I had no idea actually. The trilogy was the result of the success of the first installment. I think the sequels were demanded by the fans who really played an important part in this process. Both KB2 and KB3 were created by the director, Vince Marcello, who really understands the demographic. He was able to write a very relatable story, and that was in part why it became such a big hit.

You said when you first watched The Kissing Booth it was 2.5 hours. Did you create a score for a 2.5-hour film, or did you not begin until after it was already edited down?

On the KB movies, I usually begin writing when the picture is 2-3 weeks away from picture lock. So, by that time, the running time is already close to the final version. The KB movies are all pretty packed with excitement and several story arcs, so even KB2 ended up being a little over two hours! That’s pretty substantial for a rom-com and hence more work since there are more minutes to write.

Have you started scoring The Kissing Booth 3 yet?

I started enhancing the songs a few months ago. Several songs on the show get enhanced since they weren’t written for the movie. So, they obviously can’t acknowledge the action on-screen perfectly. That’s when I come in and help with transitions or enhance the big chorus with some string lines just to make the moments more powerful. We sometimes also decide to crossfade a song into a scored moment, again to get us closer to the action. I will start the actual score in the coming weeks, and then I probably won’t be seen anywhere else but in my studio for the next three months.

You have said that comedies are probably the hardest genre for a composer to score. Why do you think that is?

I always say there are brighter movies and darker movies. The dark side is easier to achieve than the funny, bright side. There are more possibilities to fill a big canvas with darkness. Each composer has their individual approach on how to express things like tension, angst, terror, fears, etc. Compare that to things like embarrassment, awkwardness, adding fun, or making things funnier and quirkier without turning them into a cartoon, etc. – they’re just more complicated to nail. Furthermore, in most comedies, we’re standing very close to our protagonists, and dialogue is of the utmost importance. Acknowledging each word of dialogue, the pacing between each line, the tone in each line, etc. – all these things are important. Romcoms are full of these little nuances and details that make a scene funnier or more entertaining. And to nail all that is a tall order.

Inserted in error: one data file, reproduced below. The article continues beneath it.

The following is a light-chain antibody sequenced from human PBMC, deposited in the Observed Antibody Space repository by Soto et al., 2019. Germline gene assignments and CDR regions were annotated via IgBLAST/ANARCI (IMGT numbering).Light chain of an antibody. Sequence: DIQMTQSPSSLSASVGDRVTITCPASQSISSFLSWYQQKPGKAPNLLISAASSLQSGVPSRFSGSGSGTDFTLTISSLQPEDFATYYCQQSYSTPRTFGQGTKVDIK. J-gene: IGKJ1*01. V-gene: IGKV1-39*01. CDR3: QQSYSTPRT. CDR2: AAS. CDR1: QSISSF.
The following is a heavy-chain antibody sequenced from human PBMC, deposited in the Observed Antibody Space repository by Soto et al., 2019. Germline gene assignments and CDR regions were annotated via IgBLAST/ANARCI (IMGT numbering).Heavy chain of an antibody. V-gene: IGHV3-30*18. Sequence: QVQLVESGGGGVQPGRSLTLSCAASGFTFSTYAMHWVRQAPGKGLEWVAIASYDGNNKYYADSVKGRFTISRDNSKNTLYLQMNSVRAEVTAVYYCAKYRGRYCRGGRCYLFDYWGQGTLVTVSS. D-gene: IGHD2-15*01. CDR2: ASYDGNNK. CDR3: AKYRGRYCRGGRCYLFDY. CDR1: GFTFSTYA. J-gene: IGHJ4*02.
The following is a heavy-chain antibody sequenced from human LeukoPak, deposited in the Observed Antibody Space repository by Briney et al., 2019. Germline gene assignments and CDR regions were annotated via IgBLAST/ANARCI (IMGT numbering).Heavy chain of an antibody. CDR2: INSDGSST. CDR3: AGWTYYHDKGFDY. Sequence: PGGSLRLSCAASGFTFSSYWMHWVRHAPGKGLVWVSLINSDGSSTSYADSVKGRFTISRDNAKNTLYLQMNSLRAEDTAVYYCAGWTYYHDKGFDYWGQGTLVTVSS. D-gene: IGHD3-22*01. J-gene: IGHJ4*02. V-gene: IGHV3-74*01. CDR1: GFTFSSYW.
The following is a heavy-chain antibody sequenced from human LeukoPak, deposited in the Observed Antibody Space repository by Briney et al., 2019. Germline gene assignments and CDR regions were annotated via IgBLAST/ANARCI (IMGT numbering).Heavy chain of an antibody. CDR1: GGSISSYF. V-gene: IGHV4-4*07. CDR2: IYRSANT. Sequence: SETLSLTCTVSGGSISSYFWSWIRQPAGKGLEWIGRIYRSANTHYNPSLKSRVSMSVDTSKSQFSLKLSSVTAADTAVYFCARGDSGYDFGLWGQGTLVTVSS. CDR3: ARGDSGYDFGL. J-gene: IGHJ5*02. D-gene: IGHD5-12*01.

In 2007 you started teaching music at USC. I know you are teaching the students, but have you learned anything from that experience?

Oh yes! First off, you learn how this next generation approaches music, what they listen to, and how they write. The aesthetics are constantly changing, and that’s a great challenge for me. I keep up with the trends and the Zeitgeist by being in constant dialogue with this next generation. I also got better at analyzing my students’ cues when the music isn’t working so well with picture. You learn how to dissect the story and understand its inner workings. That of course has helped me with my own scores. And lastly, when you teach such a complex topic like film music composition, you learn how to be more concise, just by the way you’re talking or how you explain something. This focus and clarity of thought have helped me a lot when talking with directors. Teaching really is a win-win!!

Interested in learning more about Patrick Kirst? Visit https://www.patrickkirst.com/about

Previous post

Our Favorite Character Actor from The Big Lebowski and The Death of The Dude's Car

Next post

NOBODY Red Band Trailer

The Author

Jim Napier

Jim Napier

Lover of movies and The Big Lebowski.